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Microsoft Details August's "Patch Tuesday" Release

In its traditional Patch Tuesday for the month of August, Microsoft will reportedly release security patches for as many as five critical security vulnerabilities plaguing Windows and its other software suites.

The critical vulnerabilities, which could enable hackers to execute codes remotely or seize control over victim’s computer, affect a range of software applications including, Windows 2000, Windows XP, Windows Vista, Microsoft Sever 2003 and 2008, Office 2000, XP, and 2003, Visual Studio .Net 2003, Windows Client for the Mac, to name a few, according to a security advisory released by Microsoft on Thursday.

Along with this, the bulletin will contain four additional fixes, dubbed “important”, for the vulnerabilities that could impinge damages to Windows and Windows .Net Framework, letting attacker to run code remotely or launch denial-of-service attacks, the company’s advisory added.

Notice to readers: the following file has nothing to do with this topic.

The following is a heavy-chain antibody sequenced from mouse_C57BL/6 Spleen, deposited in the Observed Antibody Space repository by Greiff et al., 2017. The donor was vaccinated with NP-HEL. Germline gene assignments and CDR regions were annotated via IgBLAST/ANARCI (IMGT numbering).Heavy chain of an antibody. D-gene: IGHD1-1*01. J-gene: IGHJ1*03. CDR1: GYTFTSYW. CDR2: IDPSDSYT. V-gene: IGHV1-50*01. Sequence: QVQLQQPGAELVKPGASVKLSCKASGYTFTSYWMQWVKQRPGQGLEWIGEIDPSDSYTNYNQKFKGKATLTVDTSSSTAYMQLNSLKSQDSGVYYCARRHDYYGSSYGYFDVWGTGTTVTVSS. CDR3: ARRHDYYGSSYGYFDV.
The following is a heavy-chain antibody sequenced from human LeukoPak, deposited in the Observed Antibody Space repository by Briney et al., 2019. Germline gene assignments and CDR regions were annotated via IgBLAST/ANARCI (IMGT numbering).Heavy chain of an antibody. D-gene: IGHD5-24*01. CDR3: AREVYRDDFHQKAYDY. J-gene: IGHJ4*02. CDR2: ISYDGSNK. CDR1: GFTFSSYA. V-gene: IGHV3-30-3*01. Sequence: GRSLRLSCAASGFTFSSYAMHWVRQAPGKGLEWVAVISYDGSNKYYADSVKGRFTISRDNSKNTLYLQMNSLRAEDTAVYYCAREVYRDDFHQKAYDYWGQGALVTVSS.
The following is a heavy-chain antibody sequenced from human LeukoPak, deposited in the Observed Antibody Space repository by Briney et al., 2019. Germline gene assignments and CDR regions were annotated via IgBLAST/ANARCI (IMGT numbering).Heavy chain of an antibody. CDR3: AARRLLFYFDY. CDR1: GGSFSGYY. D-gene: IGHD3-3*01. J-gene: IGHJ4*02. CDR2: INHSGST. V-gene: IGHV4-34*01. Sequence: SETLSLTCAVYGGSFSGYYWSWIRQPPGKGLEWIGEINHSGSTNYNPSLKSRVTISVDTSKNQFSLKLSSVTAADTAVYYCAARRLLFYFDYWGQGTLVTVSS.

However, one researcher forecasted that most of the patches would handle the bugs rolled in when a programmer inadvertently added an extra “&” character to its code library.

Researcher Andrew Storms, director of security operations at nCircle Security, said in a statement, “It won't be a go-take-a-nap month. The good thing is that we're not looking at a lot [of vulnerabilities] in the public domain, so that should give everyone some time, a week or two at least, to test the updates before they deploy them”.

Désiré Athow
Désiré Athow

Désiré has been musing and writing about technology during a career spanning four decades. He dabbled in website building and web hosting when DHTML and frames were en vogue and started writing about the impact of technology on society just before the start of the Y2K hysteria at the turn of the last millennium. Following an eight-year stint at where he discovered the joys of global tech-fests, Désiré now heads up TechRadar Pro. Previously he was a freelance technology journalist at Incisive Media, Breakthrough Publishing and Vnunet, and Business Magazine. He also launched and hosted the first Tech Radio Show on Radio Plus.